gate 75. Further, the output Or the fllp-flop 66 is still at logic 0, and the inverter 79 ls thus keeping a logic 1 on the lower input o~ the gate 75. Since the latter now thus has a logic 1 on each of lts inputs, its output rises to a logic 1, as shown by the cur~e ~41. ~his out~ut appears on the conductor 80 as a positi~e input signal to the amplifier r 83, (5) The amplifier 83 ls connected as an inverting amplifier.
Consequently, the positive signal on the conductor 80 causes the amplifier 83 to drive the bases of the transistors 97 and 98 ne~ati~e. This turns on the transistor 98, but not the transistor 97; and ~57095 (6) The on trans~ stor 98 produces a motor drive signal ,Jhich makes the termlnal 36 of the motor 34 positive, thereby causing the motor 3~ to rotate in a counter-clockwise d~rection and to move the lens 1 out, as shown by the curve 144. ~- . .
Since, at the time T2, there is no output from the ~l~p-flop 66 or the AND gate 77, there is no output from t~.e amplifier 91, and no motor drlve signal to move the lens 1 in is produced, as shown by the respective curves 1~2 and 143.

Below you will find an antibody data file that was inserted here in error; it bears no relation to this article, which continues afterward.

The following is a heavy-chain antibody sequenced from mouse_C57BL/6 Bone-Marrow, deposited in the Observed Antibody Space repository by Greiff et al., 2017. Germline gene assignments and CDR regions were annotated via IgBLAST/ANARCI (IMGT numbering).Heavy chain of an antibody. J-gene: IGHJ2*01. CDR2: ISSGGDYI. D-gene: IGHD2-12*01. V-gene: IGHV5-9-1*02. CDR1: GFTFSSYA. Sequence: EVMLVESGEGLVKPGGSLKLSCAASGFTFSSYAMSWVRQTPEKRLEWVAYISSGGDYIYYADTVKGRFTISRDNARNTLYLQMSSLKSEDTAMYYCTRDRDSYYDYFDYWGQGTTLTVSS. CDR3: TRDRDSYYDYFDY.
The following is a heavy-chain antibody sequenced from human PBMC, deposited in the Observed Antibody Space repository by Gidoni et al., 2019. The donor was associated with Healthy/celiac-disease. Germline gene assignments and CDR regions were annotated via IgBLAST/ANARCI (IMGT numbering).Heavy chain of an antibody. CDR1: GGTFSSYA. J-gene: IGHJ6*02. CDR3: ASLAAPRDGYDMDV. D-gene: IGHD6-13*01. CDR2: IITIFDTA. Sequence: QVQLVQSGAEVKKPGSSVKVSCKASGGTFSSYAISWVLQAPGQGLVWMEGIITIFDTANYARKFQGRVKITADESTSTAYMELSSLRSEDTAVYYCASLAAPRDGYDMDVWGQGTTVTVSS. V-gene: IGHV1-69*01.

~he lens 7 continues to move, and the motor 34 continues to mo~e the lens 1 out, until the lens 7 reaches its corre}atlon position for the new ob~ect distance, At this time, shown as time T3 ln Figure 3, the signal on the conductor 21 attalns a minlmum value, as shown by the curve 146. This causes the amplirier 56 to deliver a posltive SET
pulse to the rllp-~lop 66, as shown by the curve 147, in the manner now to be described.
Previous to the time T3, the lnput terminal 55 of the amplifler 56 has not been posltlve wlth respect to the termlnal 5~, and the amplifler output has thus been zero or negatlve, due to the nature o~ the slgnal on the conductor 21 and the action o~ the capacltor 59. As the slgnal on the conductor 21 passe~ through its mlnlmum ~ralue and Just begins to rise, the terminal 55 becomes poslti~e wlth respect to the termlnal 58. Thls cuases the ampllfler output to flip posltlve, and this in turn cau~es the RC circuit composed o~